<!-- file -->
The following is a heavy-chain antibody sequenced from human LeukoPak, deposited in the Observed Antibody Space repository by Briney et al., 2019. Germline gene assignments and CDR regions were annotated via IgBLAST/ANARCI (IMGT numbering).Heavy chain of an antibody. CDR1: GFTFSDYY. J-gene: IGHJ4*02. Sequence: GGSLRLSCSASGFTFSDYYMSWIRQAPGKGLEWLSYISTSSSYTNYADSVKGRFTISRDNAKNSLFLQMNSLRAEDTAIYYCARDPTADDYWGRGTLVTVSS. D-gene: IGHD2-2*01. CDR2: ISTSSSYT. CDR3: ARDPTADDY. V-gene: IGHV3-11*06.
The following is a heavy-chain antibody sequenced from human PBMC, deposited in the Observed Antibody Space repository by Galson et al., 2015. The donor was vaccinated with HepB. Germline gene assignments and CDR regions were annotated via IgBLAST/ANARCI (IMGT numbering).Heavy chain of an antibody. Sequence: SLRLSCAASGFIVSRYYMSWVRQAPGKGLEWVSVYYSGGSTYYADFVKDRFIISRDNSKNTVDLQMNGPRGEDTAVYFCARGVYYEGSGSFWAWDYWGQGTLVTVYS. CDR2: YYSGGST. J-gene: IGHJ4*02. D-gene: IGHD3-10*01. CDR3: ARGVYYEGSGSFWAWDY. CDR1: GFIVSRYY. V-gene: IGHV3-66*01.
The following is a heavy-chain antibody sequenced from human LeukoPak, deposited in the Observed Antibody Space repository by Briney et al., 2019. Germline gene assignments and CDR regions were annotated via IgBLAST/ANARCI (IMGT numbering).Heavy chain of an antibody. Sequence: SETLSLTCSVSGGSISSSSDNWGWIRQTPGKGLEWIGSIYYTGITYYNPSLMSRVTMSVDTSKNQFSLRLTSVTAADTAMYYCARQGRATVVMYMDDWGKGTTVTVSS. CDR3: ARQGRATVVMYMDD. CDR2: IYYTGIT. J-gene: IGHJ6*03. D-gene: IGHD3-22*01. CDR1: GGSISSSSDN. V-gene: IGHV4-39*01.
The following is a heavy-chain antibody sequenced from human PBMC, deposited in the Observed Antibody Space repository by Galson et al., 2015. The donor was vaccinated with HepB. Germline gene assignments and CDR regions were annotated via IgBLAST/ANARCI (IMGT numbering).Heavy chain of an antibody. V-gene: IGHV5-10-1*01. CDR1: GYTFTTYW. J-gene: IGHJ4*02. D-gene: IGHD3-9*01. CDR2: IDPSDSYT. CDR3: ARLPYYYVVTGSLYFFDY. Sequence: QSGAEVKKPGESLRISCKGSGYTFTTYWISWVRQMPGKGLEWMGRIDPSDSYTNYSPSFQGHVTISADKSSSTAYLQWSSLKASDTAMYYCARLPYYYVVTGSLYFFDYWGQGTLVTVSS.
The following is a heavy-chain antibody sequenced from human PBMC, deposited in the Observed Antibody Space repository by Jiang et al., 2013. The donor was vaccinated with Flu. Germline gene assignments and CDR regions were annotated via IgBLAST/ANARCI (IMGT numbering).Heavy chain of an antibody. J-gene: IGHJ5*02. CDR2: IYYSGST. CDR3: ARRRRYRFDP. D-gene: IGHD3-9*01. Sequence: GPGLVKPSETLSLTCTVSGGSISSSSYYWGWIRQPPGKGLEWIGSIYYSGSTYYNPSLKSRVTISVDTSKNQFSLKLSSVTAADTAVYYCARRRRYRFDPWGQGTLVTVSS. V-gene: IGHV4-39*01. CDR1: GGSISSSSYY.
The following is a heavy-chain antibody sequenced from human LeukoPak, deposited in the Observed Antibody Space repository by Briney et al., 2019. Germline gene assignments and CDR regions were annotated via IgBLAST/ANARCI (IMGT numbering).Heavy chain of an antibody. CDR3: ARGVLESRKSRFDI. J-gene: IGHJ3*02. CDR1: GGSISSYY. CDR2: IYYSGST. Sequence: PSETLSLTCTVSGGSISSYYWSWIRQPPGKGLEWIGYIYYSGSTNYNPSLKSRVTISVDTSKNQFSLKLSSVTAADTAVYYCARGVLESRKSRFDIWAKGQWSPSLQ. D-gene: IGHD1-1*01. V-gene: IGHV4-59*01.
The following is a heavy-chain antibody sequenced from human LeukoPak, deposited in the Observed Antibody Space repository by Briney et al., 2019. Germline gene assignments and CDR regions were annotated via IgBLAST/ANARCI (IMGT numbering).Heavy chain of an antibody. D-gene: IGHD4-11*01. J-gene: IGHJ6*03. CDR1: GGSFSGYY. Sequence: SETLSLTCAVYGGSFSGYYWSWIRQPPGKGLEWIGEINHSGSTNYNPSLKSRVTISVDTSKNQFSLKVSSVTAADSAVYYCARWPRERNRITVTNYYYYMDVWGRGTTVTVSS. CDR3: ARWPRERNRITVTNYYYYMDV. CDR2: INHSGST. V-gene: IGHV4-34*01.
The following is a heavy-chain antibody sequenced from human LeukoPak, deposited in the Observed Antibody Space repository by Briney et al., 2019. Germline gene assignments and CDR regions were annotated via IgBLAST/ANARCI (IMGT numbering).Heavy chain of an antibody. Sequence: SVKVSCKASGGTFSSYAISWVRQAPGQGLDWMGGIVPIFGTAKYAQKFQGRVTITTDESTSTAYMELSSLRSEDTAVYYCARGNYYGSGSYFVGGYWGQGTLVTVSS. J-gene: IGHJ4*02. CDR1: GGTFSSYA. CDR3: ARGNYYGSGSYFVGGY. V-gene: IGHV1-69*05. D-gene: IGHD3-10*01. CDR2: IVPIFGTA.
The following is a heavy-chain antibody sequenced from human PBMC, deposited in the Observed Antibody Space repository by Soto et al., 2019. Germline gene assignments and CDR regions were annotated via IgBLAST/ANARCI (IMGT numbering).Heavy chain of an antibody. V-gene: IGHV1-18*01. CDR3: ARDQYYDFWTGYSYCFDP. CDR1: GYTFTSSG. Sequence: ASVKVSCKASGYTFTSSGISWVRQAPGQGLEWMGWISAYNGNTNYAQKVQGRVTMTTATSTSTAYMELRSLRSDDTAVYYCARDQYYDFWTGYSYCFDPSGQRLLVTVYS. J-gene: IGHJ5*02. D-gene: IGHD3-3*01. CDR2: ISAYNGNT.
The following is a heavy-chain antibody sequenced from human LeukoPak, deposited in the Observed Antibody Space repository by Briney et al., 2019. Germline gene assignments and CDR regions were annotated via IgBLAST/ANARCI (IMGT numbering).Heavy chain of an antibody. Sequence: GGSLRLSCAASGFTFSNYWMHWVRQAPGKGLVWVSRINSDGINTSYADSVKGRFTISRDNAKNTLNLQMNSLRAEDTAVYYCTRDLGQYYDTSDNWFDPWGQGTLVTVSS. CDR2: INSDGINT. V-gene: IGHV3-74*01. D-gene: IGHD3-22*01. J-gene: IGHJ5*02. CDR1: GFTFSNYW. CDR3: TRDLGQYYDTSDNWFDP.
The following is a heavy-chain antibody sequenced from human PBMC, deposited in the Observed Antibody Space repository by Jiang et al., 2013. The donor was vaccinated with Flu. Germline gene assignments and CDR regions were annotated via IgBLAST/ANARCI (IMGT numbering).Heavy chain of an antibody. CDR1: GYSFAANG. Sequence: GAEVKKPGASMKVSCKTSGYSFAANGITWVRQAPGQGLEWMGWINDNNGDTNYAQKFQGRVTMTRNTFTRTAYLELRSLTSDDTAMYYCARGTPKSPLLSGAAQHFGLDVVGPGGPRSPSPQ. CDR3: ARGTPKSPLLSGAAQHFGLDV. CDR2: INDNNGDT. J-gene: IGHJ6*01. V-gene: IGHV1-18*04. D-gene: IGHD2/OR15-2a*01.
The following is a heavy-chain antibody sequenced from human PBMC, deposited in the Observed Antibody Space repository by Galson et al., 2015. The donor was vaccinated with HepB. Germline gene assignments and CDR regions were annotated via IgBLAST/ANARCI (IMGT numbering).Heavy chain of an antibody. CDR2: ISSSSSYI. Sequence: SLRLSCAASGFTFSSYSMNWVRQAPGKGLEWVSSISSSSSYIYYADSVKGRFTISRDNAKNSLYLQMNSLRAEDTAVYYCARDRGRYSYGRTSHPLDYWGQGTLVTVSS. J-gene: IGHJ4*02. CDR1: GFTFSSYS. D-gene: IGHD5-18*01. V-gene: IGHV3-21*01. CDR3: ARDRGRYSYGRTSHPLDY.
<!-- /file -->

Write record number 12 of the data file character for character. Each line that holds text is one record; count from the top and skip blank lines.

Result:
The following is a heavy-chain antibody sequenced from human PBMC, deposited in the Observed Antibody Space repository by Galson et al., 2015. The donor was vaccinated with HepB. Germline gene assignments and CDR regions were annotated via IgBLAST/ANARCI (IMGT numbering).Heavy chain of an antibody. CDR2: ISSSSSYI. Sequence: SLRLSCAASGFTFSSYSMNWVRQAPGKGLEWVSSISSSSSYIYYADSVKGRFTISRDNAKNSLYLQMNSLRAEDTAVYYCARDRGRYSYGRTSHPLDYWGQGTLVTVSS. J-gene: IGHJ4*02. CDR1: GFTFSSYS. D-gene: IGHD5-18*01. V-gene: IGHV3-21*01. CDR3: ARDRGRYSYGRTSHPLDY.